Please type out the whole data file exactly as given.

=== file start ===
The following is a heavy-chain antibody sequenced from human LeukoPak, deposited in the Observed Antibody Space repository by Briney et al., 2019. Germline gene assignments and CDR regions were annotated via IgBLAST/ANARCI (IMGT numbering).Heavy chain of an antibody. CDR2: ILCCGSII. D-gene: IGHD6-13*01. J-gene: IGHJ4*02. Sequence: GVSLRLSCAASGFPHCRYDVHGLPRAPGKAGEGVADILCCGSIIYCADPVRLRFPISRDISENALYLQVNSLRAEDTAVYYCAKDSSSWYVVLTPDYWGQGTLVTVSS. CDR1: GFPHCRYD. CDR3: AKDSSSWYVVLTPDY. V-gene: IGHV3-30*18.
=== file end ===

The following is a heavy-chain antibody sequenced from human LeukoPak, deposited in the Observed Antibody Space repository by Briney et al., 2019. Germline gene assignments and CDR regions were annotated via IgBLAST/ANARCI (IMGT numbering).Heavy chain of an antibody. CDR2: ILCCGSII. D-gene: IGHD6-13*01. J-gene: IGHJ4*02. Sequence: GVSLRLSCAASGFPHCRYDVHGLPRAPGKAGEGVADILCCGSIIYCADPVRLRFPISRDISENALYLQVNSLRAEDTAVYYCAKDSSSWYVVLTPDYWGQGTLVTVSS. CDR1: GFPHCRYD. CDR3: AKDSSSWYVVLTPDY. V-gene: IGHV3-30*18.